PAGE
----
c) People are basically good. I wish this was true. I have lived five decades believing in the innate goodness of “man.” I have been proven wrong time and time again. As much as I hate to “pen” this, I must—the majority of people I have known in my life will lie, cheat, and steal to get what they want. Some of them will brag about it—wear their ability to dupe the general public like a badge of honor. There is a possibility of goodness within all of us—we are made in the image of God, the Author of all that is good. But, people are basically lazy, and it is far easier to lie, cheat, and steal then it is to be good. The world tells us good is boring—bad is sexy, bad is cool, bad is better. Mae West voiced the opinion of the world best: “When I’m good, I’m very, very good, but when I’m bad, I’m better.” Sorry, Mae darling, it is a funny line, but it is certainly not a life lesson.

d) Beauty is only skin deep. Oh my no. Although I have seen and experienced a lifetime of ugliness, there are some absolutely and divinely beautiful men and women who are lovely to the depths of their souls. Here’s the short list: my father, Harold; my mother, Beverlee; Ken; my brothers, Steve and Thomas; my sisters, Kim and Barb; my daughters, Sarah, Amanda, and Samantha; my grandmother, “Nana”; my friends, past and present—Daniel Silver, Mary Alice O’Connor, Elise Shelton, Rita Lester, Helen Spicer, Rick and Amy Hassebrock, Brad and Tara Bolsinger, Rita Bennett, Elizabeth Nason, Peggy Hildebrand, Molly Pelon, Kitty Morrell—I love you all.

e) Love is blind. Oh no. “Love is patient, love is kind and is not jealous; love does not brag and is not arrogant, does not act unbecomingly; it does not seek its own, is not provoked, does not take into account a wrong suffered, does not rejoice in unrighteousness, but rejoices with the truth; bears all things, believes all things, hopes all things, endures all things. Love never fails . . .” (I Corinthians 13: 4-8, NIV). Love has its eyes wide open and will rush into action, blind only to the consequences to itself—the lover—thinking only of the beloved.

f) Honesty is the best policy. Unequivocally, yes. Certainly it is easier to lie than to tell the truth. It is easier to waffle, to hem and haw, to conceal—oh vastly! But herein lies the rub: dishonesty reveals one’s contempt for the person from whom one is withholding the truth—“They won’t understand”; “It will hurt their feelings”; “I am being kind”; “I am protecting them”; “You can’t handle the truth!” But tell me, which is better: to tell the truth, to face the consequences, to help that person handle that truth, or, to be found out in a lie, to be branded a liar? When, then, should you be believed?

g) Laughter is the best medicine.
Yeah, that one is definitely true. Laughter increases blood flow to your skin, lending you that healthy glow. Laughter raises your serotonin level—that hormone that gives you a sense of well-being. Laughter brings people closer and draws people toward you. A baby’s laugh is priceless and puts a smile on the face of even the most hard-hearted. A child’s laughter is a delight and a treasure and should be cultivated and preserved.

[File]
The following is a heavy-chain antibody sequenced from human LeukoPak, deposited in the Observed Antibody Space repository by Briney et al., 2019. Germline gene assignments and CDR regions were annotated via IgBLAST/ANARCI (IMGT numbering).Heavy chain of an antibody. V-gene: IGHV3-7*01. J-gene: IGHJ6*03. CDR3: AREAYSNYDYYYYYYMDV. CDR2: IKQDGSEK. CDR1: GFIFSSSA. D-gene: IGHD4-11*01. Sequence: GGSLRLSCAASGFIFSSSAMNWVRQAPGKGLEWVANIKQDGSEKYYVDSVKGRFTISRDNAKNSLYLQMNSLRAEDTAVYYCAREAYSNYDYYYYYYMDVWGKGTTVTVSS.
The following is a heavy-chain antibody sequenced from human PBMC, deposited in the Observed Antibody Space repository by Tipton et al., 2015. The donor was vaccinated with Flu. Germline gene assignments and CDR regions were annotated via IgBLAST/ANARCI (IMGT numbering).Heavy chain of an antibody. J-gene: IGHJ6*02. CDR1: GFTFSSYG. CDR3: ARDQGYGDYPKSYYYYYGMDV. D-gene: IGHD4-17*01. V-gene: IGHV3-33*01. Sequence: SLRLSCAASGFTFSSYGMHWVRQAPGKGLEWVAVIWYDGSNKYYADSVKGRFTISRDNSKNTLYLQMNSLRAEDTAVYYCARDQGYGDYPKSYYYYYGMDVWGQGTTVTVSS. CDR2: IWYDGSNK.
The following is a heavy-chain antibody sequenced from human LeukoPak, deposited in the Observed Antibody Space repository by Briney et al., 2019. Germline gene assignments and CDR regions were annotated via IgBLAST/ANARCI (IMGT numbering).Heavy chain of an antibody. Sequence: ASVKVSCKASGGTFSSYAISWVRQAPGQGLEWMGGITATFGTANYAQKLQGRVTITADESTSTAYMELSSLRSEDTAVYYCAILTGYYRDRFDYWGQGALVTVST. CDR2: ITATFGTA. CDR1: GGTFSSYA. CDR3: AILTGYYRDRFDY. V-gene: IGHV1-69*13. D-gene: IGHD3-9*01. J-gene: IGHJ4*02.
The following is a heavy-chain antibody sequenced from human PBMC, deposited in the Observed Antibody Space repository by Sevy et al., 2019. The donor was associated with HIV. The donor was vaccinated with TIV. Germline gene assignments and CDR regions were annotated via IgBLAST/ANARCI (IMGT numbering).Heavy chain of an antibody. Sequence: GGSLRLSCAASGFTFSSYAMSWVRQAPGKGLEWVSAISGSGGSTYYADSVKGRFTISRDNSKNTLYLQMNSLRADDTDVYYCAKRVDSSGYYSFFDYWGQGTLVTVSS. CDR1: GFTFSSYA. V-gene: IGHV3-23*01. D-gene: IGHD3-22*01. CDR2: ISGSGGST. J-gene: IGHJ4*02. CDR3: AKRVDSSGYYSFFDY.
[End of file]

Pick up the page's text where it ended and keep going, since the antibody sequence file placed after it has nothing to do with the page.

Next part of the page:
h) No man is an island. Granted, some “men” ought to be restrained on an island, alone, sans contact with anyone living. But what we do or do not do in our own life has an effect on everyone around us. It is the basis of the
“butterfly effect” and the “one-hundredth monkey effect” theories. Look it up, people. Which brings me to this last truth . . .

i) Knowledge is power. Yes! Gone are the days when the dimwitted girl is considered the desirable and most feminine woman. Thank heaven for that. Knowledge increases your ability to function physically, mentally, socially, and emotionally. The more you know, the better equipped you are to cope, to grow, to be an asset to someone else. Do not dumb yourself down. Do not dumb-down your writing, your speech, your thoughts, or your actions. Force those around you to think, to investigate, to probe, to question, to analyze, to debate. Make them powerful.

Fifty years of wisdom condensed into less than a thousand words. I am looking forward, not to growing older—ick—but to growing smarter, to laughing loudly, to loving longer and stronger, to not going gentle into that good night . . .

Do not go gentle into that good night,
Old age should burn and rave at close of day;
Rage, rage against the dying of the light.

Though wise men at their end know dark is right,
Because their words had forked no lightning they
Do not go gentle into that good night.

Good men, the last wave by, crying how bright
Their frail deeds might have danced in a green bay,
Rage, rage against the dying of the light.

Dylan Thomas

Published in: on December 11, 2008 at 1:58 pm  Comments (2)  

Womanly Wisdom from my Aunt Pam